From October 2001 until the present, the U.S. public, and the Pentagon leadership, concentrated on the Central Command Theater of Operations with its various commanders, strategic adjustments, and very kinetic operations. OEF-P began at the same time as assistance to the Philippines in order to free two American hostages. An assault by Filipino special forces in June 2002 resulted in the rescue of one and the death of the other hostage. The quiet mission continued throughout the summer and into the fall, when the leader of the ASG was killed. After that, the mission has continued with various exercise names, as required by the Philippine constitution for the past 10 years.
Over time, Fridovich’s success and promotions eventually made him the SOCPAC commander, and the mission in the Philippines enjoyed the most consistent strategic philosophy ever achieved, while the direct actions of the Americans involved remained almost completely non-kinetic. This mission has aided in making the Filipino military respected in its own country and lethal to its enemies. The quiet battle in the Philippine Islands continues today, as the legitimacy of the government and the allegiance of its people grow and individual islands become places where the insurgency draws less and less popular support and gradually starves out.
Lt. Gen. Donald C. Wurster, USAF, (Ret.)
Maj. Gen. Richard Comer, USAF (Ret.): What was the condition of the partner nation at the beginning of OEF-Philippines?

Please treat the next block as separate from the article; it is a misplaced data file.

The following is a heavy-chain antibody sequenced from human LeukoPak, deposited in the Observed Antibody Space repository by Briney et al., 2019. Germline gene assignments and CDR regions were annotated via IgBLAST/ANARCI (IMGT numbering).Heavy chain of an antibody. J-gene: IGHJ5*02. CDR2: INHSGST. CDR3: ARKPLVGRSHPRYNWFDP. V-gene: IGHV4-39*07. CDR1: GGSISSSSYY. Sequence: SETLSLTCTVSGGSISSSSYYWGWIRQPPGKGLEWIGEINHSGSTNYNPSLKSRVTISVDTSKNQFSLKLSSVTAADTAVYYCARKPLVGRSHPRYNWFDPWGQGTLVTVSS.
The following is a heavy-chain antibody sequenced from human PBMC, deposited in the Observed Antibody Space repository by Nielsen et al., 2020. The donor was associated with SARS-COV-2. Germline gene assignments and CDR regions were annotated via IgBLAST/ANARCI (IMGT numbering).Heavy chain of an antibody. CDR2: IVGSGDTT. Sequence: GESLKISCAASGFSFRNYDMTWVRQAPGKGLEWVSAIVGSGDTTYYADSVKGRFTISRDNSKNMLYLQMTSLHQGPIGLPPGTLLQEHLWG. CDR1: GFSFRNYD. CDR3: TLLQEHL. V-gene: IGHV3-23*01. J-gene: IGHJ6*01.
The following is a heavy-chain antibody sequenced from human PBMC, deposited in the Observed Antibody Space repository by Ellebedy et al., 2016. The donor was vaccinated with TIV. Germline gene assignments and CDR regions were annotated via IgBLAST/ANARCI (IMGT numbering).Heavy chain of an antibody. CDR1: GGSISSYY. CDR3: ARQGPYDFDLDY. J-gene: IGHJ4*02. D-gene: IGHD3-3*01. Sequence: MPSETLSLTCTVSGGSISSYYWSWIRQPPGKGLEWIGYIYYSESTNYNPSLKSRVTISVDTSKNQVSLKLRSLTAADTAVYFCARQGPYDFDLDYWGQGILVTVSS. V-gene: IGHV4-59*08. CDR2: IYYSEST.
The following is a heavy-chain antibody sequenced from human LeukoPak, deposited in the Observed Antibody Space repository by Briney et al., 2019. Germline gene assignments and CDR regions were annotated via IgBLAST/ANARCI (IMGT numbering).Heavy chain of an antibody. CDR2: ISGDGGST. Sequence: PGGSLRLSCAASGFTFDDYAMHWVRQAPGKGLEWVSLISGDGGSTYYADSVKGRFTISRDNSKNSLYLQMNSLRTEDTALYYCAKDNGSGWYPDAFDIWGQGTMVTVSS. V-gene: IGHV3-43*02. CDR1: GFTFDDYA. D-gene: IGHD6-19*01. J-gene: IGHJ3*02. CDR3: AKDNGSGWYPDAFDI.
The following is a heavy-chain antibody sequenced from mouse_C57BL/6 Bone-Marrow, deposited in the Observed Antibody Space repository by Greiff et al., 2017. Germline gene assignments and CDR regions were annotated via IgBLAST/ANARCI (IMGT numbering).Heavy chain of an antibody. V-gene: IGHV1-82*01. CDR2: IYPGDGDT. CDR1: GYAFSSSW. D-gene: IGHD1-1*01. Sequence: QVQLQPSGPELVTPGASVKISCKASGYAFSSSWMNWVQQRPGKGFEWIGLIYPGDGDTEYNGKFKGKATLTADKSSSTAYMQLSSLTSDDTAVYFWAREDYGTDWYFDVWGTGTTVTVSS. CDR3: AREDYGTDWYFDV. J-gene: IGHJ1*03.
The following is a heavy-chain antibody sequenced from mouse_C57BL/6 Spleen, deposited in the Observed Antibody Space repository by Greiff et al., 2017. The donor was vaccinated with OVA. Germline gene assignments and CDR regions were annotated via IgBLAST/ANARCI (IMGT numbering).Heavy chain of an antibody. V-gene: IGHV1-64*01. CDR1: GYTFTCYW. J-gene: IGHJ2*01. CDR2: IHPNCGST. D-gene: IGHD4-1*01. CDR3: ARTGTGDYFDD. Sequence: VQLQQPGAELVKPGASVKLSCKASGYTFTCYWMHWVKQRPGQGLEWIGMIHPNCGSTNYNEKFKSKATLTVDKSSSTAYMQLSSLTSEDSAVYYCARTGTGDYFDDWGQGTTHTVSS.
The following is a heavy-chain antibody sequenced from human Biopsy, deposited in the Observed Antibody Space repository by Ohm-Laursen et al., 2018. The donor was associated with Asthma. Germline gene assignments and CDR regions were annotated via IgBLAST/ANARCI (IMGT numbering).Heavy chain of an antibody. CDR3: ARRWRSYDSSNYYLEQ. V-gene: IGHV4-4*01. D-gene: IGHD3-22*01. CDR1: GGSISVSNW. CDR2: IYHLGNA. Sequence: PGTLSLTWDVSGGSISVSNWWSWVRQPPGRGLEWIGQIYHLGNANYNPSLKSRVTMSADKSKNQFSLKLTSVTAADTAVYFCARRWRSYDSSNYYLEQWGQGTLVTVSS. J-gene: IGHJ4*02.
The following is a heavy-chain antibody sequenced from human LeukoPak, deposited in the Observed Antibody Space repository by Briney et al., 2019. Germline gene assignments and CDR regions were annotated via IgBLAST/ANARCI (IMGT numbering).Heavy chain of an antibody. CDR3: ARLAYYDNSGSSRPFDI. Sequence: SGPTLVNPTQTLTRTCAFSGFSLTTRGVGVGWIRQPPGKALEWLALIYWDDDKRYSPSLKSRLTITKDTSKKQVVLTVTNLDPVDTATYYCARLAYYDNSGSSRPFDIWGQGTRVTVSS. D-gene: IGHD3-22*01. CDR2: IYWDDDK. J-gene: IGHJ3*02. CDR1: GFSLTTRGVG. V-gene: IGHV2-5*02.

Lt. Gen. Donald C. Wurster, USAF (Ret.): The overall situation was that there was a low-energy insurgency in the Philippines in a Muslim area of the country. The insurgency was Muslim and the Philippines are mostly Catholic Christian, so there was a good deal of suspicion and distrust of the government on the part of the people of the region of Zamboanga and Basilan Island. The Abu Sayyaf Group had taken hostages months before 9/11, and the situation was pretty much a stalemate.
When you and Joint Task Force 510 (JTF 510) executed OEF-Philippines, what were the most important things you did that helped the TF succeed?
My primary task every day was to keep the strategic dominoes in line. The host government of the Philippines [GOP] had significant unease that we would in some way violate their sovereignty and disrespect their constitution. The people in the villages suspected that we were there to establish American bases and to re-establish the American empire in the Pacific. There was also little credibility for the government on the part of the common people in remote areas. I had to keep the strategic train on the track. The need also existed to make sure all members of the deployment understood those strategic dominoes. I met every airplane and attended the in-brief of new people in the deployment and I told them, “We have to not lose while we set the conditions to win.” I made sure that every American deployed knew that our mission was to support the GOP.
What was the mission you began with and how did it evolve?
We worked the mission statement hard and had to get it right. We had to thread the needle with it to ensure we did not make it an American mission for the American military to perform on Filipino soil. Our mission was expressed in terms of “by, with, and through.” We were to train and advise the Filipino military to conduct a counterinsurgency campaign. It was not stated that they would then rescue the Burnhams [a missionary couple held hostage by Abu Sayyaf], but that was an unwritten part of the mission. That mission had to be the Filipino mission in order for their government and military to succeed and gain any credibility from accomplishing that mission.